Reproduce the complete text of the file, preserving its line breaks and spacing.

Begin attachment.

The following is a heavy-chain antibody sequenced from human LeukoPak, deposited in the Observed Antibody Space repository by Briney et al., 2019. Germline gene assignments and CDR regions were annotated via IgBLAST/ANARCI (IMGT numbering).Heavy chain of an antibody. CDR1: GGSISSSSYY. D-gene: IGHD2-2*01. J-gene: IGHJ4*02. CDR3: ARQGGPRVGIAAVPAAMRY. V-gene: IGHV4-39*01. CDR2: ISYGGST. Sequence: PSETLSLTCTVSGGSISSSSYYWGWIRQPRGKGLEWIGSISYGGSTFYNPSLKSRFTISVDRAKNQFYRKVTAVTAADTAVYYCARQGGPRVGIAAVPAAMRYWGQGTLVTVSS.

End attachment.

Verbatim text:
The following is a heavy-chain antibody sequenced from human LeukoPak, deposited in the Observed Antibody Space repository by Briney et al., 2019. Germline gene assignments and CDR regions were annotated via IgBLAST/ANARCI (IMGT numbering).Heavy chain of an antibody. CDR1: GGSISSSSYY. D-gene: IGHD2-2*01. J-gene: IGHJ4*02. CDR3: ARQGGPRVGIAAVPAAMRY. V-gene: IGHV4-39*01. CDR2: ISYGGST. Sequence: PSETLSLTCTVSGGSISSSSYYWGWIRQPRGKGLEWIGSISYGGSTFYNPSLKSRFTISVDRAKNQFYRKVTAVTAADTAVYYCARQGGPRVGIAAVPAAMRYWGQGTLVTVSS.